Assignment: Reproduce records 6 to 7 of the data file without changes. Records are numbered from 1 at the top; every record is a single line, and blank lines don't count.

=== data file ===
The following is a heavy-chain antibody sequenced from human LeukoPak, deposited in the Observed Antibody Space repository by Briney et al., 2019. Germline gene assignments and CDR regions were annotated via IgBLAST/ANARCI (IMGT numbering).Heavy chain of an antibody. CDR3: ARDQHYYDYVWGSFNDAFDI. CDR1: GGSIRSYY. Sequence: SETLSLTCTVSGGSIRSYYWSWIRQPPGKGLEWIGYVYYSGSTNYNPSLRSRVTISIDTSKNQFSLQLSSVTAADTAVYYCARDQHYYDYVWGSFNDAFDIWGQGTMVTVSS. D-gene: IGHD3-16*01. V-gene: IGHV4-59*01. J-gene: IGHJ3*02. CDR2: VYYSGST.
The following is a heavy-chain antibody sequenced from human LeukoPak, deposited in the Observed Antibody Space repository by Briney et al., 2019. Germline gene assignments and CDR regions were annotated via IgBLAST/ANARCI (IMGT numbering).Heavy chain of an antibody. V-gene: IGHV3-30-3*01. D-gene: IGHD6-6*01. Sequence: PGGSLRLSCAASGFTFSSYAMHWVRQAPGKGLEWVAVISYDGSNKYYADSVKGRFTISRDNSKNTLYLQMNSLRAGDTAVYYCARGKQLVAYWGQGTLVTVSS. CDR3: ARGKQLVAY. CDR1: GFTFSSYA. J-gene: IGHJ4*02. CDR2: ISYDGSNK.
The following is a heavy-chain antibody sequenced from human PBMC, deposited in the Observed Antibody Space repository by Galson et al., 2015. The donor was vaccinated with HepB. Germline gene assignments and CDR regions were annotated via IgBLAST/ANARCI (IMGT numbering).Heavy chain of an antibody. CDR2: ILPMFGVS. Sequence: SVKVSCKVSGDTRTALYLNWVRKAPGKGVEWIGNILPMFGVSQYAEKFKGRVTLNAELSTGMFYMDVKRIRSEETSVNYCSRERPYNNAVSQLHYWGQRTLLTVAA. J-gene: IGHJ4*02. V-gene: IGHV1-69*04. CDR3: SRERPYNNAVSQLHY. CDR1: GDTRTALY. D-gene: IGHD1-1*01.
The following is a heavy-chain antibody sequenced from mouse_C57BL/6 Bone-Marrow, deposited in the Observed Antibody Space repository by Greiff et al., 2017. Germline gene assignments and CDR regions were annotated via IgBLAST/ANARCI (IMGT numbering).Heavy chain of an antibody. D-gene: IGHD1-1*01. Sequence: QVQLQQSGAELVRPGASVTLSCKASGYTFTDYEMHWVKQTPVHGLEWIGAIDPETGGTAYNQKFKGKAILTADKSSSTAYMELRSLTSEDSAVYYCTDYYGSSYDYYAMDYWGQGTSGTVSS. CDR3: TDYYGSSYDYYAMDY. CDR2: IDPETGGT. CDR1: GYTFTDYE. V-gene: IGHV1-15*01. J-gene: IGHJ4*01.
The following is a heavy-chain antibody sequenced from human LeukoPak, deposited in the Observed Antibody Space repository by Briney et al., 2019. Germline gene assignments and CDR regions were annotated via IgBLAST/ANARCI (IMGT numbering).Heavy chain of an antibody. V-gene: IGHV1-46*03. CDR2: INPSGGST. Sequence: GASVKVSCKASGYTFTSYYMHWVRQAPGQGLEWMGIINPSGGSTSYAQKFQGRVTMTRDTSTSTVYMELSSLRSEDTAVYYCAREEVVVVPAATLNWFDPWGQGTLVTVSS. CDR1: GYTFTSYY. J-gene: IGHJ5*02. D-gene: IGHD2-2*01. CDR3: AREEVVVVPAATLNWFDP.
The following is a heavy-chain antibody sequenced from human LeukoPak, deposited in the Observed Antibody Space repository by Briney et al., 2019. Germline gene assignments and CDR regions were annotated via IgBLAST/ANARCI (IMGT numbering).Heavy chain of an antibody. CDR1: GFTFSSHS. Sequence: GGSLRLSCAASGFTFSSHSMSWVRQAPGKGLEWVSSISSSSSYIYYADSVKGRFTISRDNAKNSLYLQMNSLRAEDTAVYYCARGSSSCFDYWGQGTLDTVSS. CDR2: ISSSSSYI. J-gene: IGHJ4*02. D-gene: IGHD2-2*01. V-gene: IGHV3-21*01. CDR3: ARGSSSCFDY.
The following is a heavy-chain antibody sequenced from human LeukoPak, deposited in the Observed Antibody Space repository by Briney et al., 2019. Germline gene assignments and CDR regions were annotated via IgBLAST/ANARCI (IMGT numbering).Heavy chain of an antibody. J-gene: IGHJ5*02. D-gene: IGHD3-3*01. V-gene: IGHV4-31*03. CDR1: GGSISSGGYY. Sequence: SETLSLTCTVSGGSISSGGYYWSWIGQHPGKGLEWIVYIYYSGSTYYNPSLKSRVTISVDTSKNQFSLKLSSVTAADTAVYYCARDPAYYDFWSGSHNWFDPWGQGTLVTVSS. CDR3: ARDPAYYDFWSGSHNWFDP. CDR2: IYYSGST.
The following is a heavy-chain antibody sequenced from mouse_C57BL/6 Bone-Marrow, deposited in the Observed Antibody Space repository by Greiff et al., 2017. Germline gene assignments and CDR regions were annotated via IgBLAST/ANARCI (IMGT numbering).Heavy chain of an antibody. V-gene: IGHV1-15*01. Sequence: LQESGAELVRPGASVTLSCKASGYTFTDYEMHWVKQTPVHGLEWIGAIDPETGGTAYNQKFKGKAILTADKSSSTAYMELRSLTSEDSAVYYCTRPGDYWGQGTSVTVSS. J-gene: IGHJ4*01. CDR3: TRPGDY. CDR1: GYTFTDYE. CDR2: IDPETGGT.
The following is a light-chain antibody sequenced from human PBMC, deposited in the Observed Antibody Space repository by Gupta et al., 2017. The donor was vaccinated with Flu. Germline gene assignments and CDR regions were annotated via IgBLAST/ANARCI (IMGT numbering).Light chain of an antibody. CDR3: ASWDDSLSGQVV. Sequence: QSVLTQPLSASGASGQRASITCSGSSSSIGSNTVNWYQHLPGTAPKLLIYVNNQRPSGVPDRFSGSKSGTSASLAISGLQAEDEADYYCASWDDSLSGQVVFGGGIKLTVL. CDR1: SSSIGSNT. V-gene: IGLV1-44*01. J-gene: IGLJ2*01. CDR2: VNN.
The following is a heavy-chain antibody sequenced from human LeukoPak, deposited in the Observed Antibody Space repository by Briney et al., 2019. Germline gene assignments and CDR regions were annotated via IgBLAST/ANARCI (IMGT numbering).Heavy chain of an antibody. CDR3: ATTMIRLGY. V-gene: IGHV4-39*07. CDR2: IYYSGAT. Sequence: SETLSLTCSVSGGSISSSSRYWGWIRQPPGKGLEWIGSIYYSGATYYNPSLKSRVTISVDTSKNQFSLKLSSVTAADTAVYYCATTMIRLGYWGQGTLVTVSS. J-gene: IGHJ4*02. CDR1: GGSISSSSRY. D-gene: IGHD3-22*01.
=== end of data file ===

The following is a heavy-chain antibody sequenced from human LeukoPak, deposited in the Observed Antibody Space repository by Briney et al., 2019. Germline gene assignments and CDR regions were annotated via IgBLAST/ANARCI (IMGT numbering).Heavy chain of an antibody. CDR1: GFTFSSHS. Sequence: GGSLRLSCAASGFTFSSHSMSWVRQAPGKGLEWVSSISSSSSYIYYADSVKGRFTISRDNAKNSLYLQMNSLRAEDTAVYYCARGSSSCFDYWGQGTLDTVSS. CDR2: ISSSSSYI. J-gene: IGHJ4*02. D-gene: IGHD2-2*01. V-gene: IGHV3-21*01. CDR3: ARGSSSCFDY.
The following is a heavy-chain antibody sequenced from human LeukoPak, deposited in the Observed Antibody Space repository by Briney et al., 2019. Germline gene assignments and CDR regions were annotated via IgBLAST/ANARCI (IMGT numbering).Heavy chain of an antibody. J-gene: IGHJ5*02. D-gene: IGHD3-3*01. V-gene: IGHV4-31*03. CDR1: GGSISSGGYY. Sequence: SETLSLTCTVSGGSISSGGYYWSWIGQHPGKGLEWIVYIYYSGSTYYNPSLKSRVTISVDTSKNQFSLKLSSVTAADTAVYYCARDPAYYDFWSGSHNWFDPWGQGTLVTVSS. CDR3: ARDPAYYDFWSGSHNWFDP. CDR2: IYYSGST.